Library Copyright Alliance releases fourth guide to Google Books proposed settlement following judge’s decision
WASHINGTON, D.C. – The Library Copyright Alliance (LCA) announces the release of“A Guide for the Perplexed Part IV: The Rejection of the Google Books Settlement,” an analysis of the latest decision in the Google Books Search case and its potential effect on libraries. The LCA is comprised of the American Library Association (ALA), the Association of Research Libraries (ARL), and the Association of College and Research Libraries (ACRL).
This guide is the latest in a series prepared by LCA legal counsel Jonathan Band to help inform the library community about this landmark legal dispute.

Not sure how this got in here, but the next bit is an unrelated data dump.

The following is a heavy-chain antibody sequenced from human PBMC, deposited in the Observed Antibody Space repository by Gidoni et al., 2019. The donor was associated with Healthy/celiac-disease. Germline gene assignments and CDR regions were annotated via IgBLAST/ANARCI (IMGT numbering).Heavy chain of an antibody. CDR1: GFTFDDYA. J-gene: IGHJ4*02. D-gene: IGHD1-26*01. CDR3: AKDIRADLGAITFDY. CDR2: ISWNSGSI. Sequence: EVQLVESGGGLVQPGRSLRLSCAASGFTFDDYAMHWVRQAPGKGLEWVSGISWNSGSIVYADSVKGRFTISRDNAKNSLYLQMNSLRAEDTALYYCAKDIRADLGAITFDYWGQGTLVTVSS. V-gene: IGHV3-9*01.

In the Guide Part IV, Band explains why the Court rejected the proposed class action settlement, which would have allowed Google to engage in a wide variety of activities using scanned books.
As stated in the guide, “The court concluded that the settlement was unfair because a substantial number of class members [i.e., authors and publishers] voiced significant concerns with the settlement.… However, the validity of the objections seemed less important to the court than the fact that many class members raised them.”
As for the impact of the decision on libraries, Band writes that while it is too early to say what the parties will do next, “it appears that both the challenges and the opportunities presented to libraries by the settlement when it was announced in the fall of 2008 are growing narrower and more distant.”
Past guides and other LCA materials related to the case are available on the LCA website.